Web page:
The adequate reduction of vertebral burst fractures is dependent on successful application of distractive forces in combination with the restoration of normal spinal lordosis. However, the optimal sequent of distraction in comparison to distraction plus lordosis in the anatomic restoration of the fractured thoracolumbar spine has not been described. Burst fractures of the LI vertebra were first created and the reduced in vitro using three differing reduction techniques. In six fresh human cadaver spine specimens, the mean fracture severity based on the degree of canal compromise was 31% (SD ± 20%) after fracture. Reductions were performed using the AO Fixator Intern, the deduction Fixation (RF) Device, end the Steffee plate systems following standard clinical techniques. The AO Fixator intern provided independent but variable control of distraction and lordosis, the RF device provided variable distraction with Independent, but preset, correction of lordosis and the Staffee system provided set distraction and stabilization. Both the AO and RF devices restored the lordosis 17.6° ± 5.2° and 9.7° ± 4.5°, respectively) better than the Staffee plate system (0°± 1.6°), However, the AO device provided poorest restoration of the posterior vertebral body height (92% vs 96% for the RF device and 93% for the Steffee plate), The RF device, which restored both lordosis and posterior vertebral body height to the near anatomic prefracture level, provided significantly better canal clearance (S% ± 9%) than the other techniques, Pcd.05. The study demonstrates, that instrumentation systems that provide independent correction of distraction and lordosis can best restore anatomic alignment, with indirect neurodecompression of the compromised spinal canal. Training and experience with devices offering variable correction of distraction and lordosis is needed to realize the capability of each system in the treatment of thoracolumbar burst fractures.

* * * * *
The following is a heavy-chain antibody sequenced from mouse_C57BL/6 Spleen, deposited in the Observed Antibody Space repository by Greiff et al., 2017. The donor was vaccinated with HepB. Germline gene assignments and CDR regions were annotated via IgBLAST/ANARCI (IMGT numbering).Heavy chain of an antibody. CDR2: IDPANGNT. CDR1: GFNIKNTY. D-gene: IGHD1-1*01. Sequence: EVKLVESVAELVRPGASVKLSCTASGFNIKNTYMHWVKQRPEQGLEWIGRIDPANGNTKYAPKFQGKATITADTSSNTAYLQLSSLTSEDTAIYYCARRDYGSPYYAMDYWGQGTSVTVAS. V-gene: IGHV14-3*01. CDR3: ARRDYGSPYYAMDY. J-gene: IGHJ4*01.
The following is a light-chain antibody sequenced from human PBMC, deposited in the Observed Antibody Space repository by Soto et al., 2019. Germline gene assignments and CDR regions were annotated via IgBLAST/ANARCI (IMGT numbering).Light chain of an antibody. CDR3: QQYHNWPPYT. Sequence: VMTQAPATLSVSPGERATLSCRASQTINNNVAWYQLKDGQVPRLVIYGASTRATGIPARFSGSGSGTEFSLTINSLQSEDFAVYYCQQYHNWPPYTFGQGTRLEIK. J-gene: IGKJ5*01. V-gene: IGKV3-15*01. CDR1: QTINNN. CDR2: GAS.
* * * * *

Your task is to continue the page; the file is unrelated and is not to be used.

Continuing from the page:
- Anatomical reduction
- Burst fracture
ASJC Scopus subject areas
- Orthopedics and Sports Medicine
- Clinical Neurology